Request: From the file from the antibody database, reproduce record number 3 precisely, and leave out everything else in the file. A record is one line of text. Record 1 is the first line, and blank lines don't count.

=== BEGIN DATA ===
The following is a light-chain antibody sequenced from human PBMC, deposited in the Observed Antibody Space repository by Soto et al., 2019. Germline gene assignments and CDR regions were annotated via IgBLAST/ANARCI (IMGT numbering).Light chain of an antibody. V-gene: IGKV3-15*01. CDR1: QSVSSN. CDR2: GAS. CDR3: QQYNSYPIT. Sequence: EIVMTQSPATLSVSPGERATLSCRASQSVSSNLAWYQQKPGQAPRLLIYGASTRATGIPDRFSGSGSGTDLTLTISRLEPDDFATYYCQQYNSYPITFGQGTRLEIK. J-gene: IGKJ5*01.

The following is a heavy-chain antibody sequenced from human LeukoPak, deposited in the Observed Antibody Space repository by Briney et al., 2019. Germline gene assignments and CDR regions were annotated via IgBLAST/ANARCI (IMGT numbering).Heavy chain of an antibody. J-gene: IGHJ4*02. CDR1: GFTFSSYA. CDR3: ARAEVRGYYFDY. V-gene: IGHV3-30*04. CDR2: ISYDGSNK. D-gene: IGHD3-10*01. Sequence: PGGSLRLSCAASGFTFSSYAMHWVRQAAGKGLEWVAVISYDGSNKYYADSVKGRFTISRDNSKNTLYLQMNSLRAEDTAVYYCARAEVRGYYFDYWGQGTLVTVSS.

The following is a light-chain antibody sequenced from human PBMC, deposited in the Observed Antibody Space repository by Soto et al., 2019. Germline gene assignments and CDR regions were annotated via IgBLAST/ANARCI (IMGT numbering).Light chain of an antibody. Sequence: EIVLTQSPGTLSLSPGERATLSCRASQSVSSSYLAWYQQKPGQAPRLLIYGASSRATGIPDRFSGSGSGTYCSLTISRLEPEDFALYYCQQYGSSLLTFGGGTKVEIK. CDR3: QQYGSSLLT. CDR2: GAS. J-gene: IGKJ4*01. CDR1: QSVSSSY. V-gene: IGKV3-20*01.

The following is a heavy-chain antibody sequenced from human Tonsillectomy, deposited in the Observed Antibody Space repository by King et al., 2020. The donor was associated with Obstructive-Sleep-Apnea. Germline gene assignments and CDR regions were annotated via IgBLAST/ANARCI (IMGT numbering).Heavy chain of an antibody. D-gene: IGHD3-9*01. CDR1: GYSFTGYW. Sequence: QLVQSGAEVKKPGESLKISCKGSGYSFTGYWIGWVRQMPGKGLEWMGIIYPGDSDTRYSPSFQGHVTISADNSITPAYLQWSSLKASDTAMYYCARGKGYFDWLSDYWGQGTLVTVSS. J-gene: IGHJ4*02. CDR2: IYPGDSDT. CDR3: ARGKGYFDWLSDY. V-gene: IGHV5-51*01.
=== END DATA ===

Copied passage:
The following is a light-chain antibody sequenced from human PBMC, deposited in the Observed Antibody Space repository by Soto et al., 2019. Germline gene assignments and CDR regions were annotated via IgBLAST/ANARCI (IMGT numbering).Light chain of an antibody. Sequence: EIVLTQSPGTLSLSPGERATLSCRASQSVSSSYLAWYQQKPGQAPRLLIYGASSRATGIPDRFSGSGSGTYCSLTISRLEPEDFALYYCQQYGSSLLTFGGGTKVEIK. CDR3: QQYGSSLLT. CDR2: GAS. J-gene: IGKJ4*01. CDR1: QSVSSSY. V-gene: IGKV3-20*01.